It’s more that the formative years for myself and other millennials span two different realities – as if we had been asleep and the screech of the modem was our alarm clock. We’re not the generation who were born with phones in our hands, but we are the generation that experienced the advent of this new technology at a young age, and have subsequently grown up in a world shaped by it. I don’t think we have done enough to examine what effect that has had in terms of dividing us from the other generations around us, and what I am trying to do here is stimulate that conversation.
It is undeniable that the shifts in the different technologies available to us over the past few decades have completely changed the way in which we are able to interact with both each other and the world around us, but it is almost impossible for us to know exactly how. The uncertainty this has spawned is a key part of the millennial identity.
We’re still unpicking the effects that our new inter-connected world has had (in fact, that is quite literally what I’m doing right now). These discussions are being had even as further developments continue to happen in the world around us every day – with both positive and negative effects on the people living through them.
The advent of the internet has enabled us to maintain connections and relationships with people everywhere, access a huge world of educational resources at the touch of a button, and share our ideas with the world. However, conversely, constantly being contactable has caused a surge in anxiety, freely accessible resources have come into conflict with traditional educational institutions (something which is accelerating due to the coronavirus pandemic), and the ability for individuals to find an audience for content of all forms online has undercut the business models of media organisations. This has led to a lack of decently paid work in traditional media, and has left us with a world full of isolated and often precarious ‘content creators’ and ‘influencers’ living off clicks, as people still strive to get their voices heard.
The social media platforms that allowed people to establish online audiences similarly came with unforeseen problems (at least for the people signing up). Not only do services like Facebook, Twitter, and Instagram now make us ever-more constantly contactable, but societies across the world only recognised that these ‘free’ services were in fact huge data mining operations after the fact. At the time myself and my fellow millennials were signing up for Facebook accounts at school, we were completely unaware the extent to which the data economy would shape our lives, and we willingly handed over vast quantities of digital information without even noticing. This encapsulates the place of millennials as a guinea pig generation: benefitting from new technology, but seeing the products and services we used change shape after we had used them as foundations to build our new world upon.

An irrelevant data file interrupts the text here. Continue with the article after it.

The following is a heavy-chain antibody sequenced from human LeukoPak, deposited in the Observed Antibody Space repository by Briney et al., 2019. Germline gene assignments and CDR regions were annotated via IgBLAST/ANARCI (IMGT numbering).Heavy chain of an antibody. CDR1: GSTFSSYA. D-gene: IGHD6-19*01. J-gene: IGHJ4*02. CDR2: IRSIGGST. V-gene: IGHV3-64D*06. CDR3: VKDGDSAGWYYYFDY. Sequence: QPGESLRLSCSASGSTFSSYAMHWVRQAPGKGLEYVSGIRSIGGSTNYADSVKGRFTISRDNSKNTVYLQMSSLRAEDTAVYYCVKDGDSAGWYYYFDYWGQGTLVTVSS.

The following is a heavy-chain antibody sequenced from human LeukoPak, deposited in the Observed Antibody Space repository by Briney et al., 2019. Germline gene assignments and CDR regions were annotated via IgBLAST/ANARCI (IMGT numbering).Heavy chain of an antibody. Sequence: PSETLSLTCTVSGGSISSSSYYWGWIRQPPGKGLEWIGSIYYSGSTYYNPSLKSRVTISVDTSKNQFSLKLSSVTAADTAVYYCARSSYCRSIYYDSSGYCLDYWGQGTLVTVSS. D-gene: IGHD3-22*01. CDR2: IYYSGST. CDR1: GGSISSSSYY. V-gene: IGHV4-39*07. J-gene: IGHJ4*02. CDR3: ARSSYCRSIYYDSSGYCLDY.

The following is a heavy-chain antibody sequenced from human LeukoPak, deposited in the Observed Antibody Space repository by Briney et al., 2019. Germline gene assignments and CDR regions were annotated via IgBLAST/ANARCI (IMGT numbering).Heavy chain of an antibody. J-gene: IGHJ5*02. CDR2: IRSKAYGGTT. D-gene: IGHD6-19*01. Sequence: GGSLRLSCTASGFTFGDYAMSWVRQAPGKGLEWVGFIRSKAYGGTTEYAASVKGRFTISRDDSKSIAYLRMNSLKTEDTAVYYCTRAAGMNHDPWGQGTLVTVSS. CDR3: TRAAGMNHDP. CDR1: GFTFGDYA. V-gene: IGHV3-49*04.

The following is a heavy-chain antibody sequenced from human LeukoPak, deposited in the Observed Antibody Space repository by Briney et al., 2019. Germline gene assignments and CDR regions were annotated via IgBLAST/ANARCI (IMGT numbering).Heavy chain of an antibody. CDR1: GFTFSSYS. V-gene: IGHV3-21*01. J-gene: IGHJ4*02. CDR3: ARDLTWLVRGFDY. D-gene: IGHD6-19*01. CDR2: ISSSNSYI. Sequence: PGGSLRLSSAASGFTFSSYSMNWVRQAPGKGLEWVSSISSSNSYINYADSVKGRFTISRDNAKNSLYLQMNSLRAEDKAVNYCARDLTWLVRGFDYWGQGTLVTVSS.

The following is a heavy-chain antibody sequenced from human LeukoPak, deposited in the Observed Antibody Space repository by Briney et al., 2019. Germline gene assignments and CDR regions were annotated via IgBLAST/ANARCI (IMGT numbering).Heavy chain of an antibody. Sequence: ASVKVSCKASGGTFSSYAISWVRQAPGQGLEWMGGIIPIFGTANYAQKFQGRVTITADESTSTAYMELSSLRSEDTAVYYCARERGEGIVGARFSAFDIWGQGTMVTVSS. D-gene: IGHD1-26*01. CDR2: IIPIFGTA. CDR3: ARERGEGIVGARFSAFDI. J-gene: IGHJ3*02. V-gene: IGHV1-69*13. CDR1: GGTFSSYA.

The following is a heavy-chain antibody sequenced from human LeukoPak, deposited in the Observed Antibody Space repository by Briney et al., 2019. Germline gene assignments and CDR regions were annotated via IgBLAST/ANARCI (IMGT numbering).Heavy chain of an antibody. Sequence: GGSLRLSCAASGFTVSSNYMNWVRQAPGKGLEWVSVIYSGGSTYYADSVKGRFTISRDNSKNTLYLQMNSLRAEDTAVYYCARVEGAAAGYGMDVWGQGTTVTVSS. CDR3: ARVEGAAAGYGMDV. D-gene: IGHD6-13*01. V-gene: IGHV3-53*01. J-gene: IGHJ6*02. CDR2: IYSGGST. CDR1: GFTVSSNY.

I had the idea for this essay long before COVID-19 spread across the world, but it’s impossible to ignore the influence of the virus on what I’ve been talking about in this essay. Currently lockdown culture looks set to entrench and expand technological ways of living, with the likely result of transforming work culture just when many millennials were finding a degree of post-2008 stability. After getting used to a startup culture shaped by trendy shared office spaces, it looks like many jobs in large cities might be about to embrace the work from home capabilities of video conferencing. Once again, technology enables a change that is not definitively good or bad; it is just another in a long line of changes.
Millennials live in, and to an extent have created, this world; but it is important to remember we are the oldest generation to live in the new reality while still having a memory of the old one. We’ve lived in a world moving ever-faster from the one into which we were born, and it all traces back to the moment our dial up modems screeched into life.